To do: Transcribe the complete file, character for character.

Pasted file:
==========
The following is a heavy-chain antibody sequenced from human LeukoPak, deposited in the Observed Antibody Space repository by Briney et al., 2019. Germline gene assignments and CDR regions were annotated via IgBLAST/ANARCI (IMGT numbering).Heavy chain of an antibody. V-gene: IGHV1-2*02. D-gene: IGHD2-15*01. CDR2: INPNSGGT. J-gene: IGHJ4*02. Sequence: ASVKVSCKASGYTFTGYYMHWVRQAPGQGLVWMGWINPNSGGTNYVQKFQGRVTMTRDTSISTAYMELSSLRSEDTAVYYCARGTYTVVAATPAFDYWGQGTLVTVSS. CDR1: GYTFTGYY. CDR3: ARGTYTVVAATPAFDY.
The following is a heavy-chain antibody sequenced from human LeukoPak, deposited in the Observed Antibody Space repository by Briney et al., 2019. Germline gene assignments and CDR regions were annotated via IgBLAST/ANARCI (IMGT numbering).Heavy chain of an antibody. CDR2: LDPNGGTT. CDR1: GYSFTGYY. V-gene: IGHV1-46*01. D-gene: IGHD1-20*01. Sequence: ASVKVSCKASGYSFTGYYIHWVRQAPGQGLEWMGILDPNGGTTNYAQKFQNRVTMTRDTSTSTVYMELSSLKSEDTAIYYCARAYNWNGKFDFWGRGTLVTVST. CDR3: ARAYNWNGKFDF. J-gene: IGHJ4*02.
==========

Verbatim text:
The following is a heavy-chain antibody sequenced from human LeukoPak, deposited in the Observed Antibody Space repository by Briney et al., 2019. Germline gene assignments and CDR regions were annotated via IgBLAST/ANARCI (IMGT numbering).Heavy chain of an antibody. V-gene: IGHV1-2*02. D-gene: IGHD2-15*01. CDR2: INPNSGGT. J-gene: IGHJ4*02. Sequence: ASVKVSCKASGYTFTGYYMHWVRQAPGQGLVWMGWINPNSGGTNYVQKFQGRVTMTRDTSISTAYMELSSLRSEDTAVYYCARGTYTVVAATPAFDYWGQGTLVTVSS. CDR1: GYTFTGYY. CDR3: ARGTYTVVAATPAFDY.
The following is a heavy-chain antibody sequenced from human LeukoPak, deposited in the Observed Antibody Space repository by Briney et al., 2019. Germline gene assignments and CDR regions were annotated via IgBLAST/ANARCI (IMGT numbering).Heavy chain of an antibody. CDR2: LDPNGGTT. CDR1: GYSFTGYY. V-gene: IGHV1-46*01. D-gene: IGHD1-20*01. Sequence: ASVKVSCKASGYSFTGYYIHWVRQAPGQGLEWMGILDPNGGTTNYAQKFQNRVTMTRDTSTSTVYMELSSLKSEDTAIYYCARAYNWNGKFDFWGRGTLVTVST. CDR3: ARAYNWNGKFDF. J-gene: IGHJ4*02.